It’s a self-portrait, and the performance of Fonda is one of the best… I can’t say “one of the best from him,” he’s such a great actor, but the performance is really devastating. Devastating. It’s so close to this story of this little-boy Hitchcock going into jail, how he starts in the Hitch book, but it happens to a grown-up guy. It’s a wonderful film.
If you don’t mind me asking: are you Catholic?
I’m deeply Catholic.
You’re deeply Catholic.
Oh, yes. I am.
Have you considered yourself a “Catholic filmmaker”?
I’m not sure. It’s strange: when I say I am Catholic, I don’t know what I’m saying, Catholicism being so complicated. When I was 11, I started to think, “It’s so absurd. This religion is so absurd. I want to convert to be a Protestant; it makes more sense. I can’t buy this story of the Virgin Mary; it’s absurd.” So I started going to the temple instead of going to the church, and my parents were quite upset about that. Later in my life, I read some books about the Talmud which influenced me a lot. All the philosophers I’m thinking about — mainly Emmanuel Levinas, who was a French, well-known philosopher. He was actually from Switzerland, but writing in French. He wrote all these things about the Jewish culture and the Jewish religion, too, which influenced me a lot.
After a while, when I started being 20-25, I was reading Joyce and stuff like that — French writers — and thought, “Yeah, the sense that life can be magic, that magical things can happen, it’s a beautiful part of my inheritance, and I have to embrace it instead of refusing it.” So I guess I was raised as a Catholic boy — so I guess I’m not a good Catholic. I don’t have the faith; I have no faith. Sorry about that. So I’m not a good Catholic, but I’m definitely a Catholic.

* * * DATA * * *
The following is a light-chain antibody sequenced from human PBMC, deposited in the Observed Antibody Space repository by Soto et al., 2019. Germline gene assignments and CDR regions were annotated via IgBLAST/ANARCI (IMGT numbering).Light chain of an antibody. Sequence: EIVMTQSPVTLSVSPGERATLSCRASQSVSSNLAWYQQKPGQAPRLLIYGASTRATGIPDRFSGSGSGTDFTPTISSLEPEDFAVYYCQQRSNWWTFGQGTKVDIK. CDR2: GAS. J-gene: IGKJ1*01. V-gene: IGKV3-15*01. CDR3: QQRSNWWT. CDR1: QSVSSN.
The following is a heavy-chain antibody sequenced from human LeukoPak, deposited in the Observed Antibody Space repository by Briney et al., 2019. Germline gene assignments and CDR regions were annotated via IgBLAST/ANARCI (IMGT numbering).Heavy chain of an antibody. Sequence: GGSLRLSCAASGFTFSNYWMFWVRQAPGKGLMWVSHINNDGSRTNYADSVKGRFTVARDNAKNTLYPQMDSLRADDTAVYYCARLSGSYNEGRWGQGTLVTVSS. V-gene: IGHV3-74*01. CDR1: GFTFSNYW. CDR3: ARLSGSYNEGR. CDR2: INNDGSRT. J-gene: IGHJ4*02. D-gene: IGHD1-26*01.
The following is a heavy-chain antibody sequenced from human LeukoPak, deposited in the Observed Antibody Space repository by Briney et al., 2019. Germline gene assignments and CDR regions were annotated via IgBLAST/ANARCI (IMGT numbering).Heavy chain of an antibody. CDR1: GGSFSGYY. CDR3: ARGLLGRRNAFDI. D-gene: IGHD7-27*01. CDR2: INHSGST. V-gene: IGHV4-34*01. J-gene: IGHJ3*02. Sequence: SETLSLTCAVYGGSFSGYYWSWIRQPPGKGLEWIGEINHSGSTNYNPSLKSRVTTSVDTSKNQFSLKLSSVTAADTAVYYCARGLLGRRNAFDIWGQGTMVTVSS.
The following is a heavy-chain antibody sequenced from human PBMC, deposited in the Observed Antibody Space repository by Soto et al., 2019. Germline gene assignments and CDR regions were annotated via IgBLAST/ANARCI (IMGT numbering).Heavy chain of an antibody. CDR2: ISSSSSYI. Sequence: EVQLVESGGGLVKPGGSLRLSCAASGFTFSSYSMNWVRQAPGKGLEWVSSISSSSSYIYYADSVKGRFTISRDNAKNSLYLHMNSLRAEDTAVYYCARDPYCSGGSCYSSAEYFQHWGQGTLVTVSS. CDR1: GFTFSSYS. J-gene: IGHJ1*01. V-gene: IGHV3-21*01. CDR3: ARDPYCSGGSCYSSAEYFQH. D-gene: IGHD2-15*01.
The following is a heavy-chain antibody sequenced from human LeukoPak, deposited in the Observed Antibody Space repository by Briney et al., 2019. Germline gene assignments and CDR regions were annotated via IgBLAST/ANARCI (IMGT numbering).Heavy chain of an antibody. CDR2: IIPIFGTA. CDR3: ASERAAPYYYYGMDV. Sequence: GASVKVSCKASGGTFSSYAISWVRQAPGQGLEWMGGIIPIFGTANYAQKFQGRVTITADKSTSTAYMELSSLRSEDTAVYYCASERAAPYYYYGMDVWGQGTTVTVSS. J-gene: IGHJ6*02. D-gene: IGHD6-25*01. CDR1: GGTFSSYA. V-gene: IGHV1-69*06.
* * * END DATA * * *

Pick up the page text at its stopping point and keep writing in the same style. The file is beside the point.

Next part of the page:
While I still have time, maybe I could ask about —
[Desplechin begins vaping]
What flavor vape do you use?
Sorry. It’s gross to do that.
No, it’s fine!
Just tobacco. Tobacco and chocolate.
Did you give up smoking cigarettes?
I would like to reach five a day. That’s my maximum. But I have a hard time, because it depends, at the moment, on my work. Some of my gestures are so linked to tobacco. Hopefully, I can write without cigarettes. E-cigarettes are enough, but it’s still difficult for me, and I have to learn how to daydream without cigarettes; that’s difficult. I can read with cigarettes, I can work alone with cigarettes, but when I’m sharing with my co-writers, I deprive myself. When I’m daydreaming after my work session in the morning. It’s difficult, but sometimes I succeed. In six months, I will be at five cigarettes a day, not more. Five? Four. Three.
Were you writing the new film with this?
Yeah. Because it’s a thing which is… we are not from the same generation. It’s difficult because you are American, I am French — it’s not the same culture. But there is another thing: you are young and I’m old, and I think that, at a certain point, it’s self-indulgent to smoke that much. I thought, at my age, it would be more elegant if I would be able to reduce the mode of cigarettes. I smoke widely, and I don’t regret it. I smoked widely when I was in my 30s and 40s, and I thought, “Okay, now it would be more reasonable to be more elegant.” I’m able to restrain myself. So I want to achieve that, but I will have a hard time.
I know that Louis Garrel is big on it.
Yeah, yeah. He’s always doing that. I stole that from him, because he’s doing that all the time, and Philippe Garrel told me to quit; he’s told me that many times. So I’m following him. I always listen to Philippe Garrel, always.
Have you seen his new movie?
Is it good?
Yeah. It’s good. Did you see it?
No. I missed it while it was at the festival.